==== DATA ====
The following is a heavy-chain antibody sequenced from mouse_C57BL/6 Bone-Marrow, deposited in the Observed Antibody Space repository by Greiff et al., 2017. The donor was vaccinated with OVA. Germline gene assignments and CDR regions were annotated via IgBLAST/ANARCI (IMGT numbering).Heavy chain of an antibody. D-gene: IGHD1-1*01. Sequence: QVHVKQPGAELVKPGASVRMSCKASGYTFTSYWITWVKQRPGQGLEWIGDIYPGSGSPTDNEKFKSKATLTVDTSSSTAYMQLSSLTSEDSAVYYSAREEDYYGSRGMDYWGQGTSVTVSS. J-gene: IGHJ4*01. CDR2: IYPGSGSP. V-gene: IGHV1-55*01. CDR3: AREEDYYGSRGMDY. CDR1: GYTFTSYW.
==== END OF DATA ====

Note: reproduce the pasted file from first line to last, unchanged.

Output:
The following is a heavy-chain antibody sequenced from mouse_C57BL/6 Bone-Marrow, deposited in the Observed Antibody Space repository by Greiff et al., 2017. The donor was vaccinated with OVA. Germline gene assignments and CDR regions were annotated via IgBLAST/ANARCI (IMGT numbering).Heavy chain of an antibody. D-gene: IGHD1-1*01. Sequence: QVHVKQPGAELVKPGASVRMSCKASGYTFTSYWITWVKQRPGQGLEWIGDIYPGSGSPTDNEKFKSKATLTVDTSSSTAYMQLSSLTSEDSAVYYSAREEDYYGSRGMDYWGQGTSVTVSS. J-gene: IGHJ4*01. CDR2: IYPGSGSP. V-gene: IGHV1-55*01. CDR3: AREEDYYGSRGMDY. CDR1: GYTFTSYW.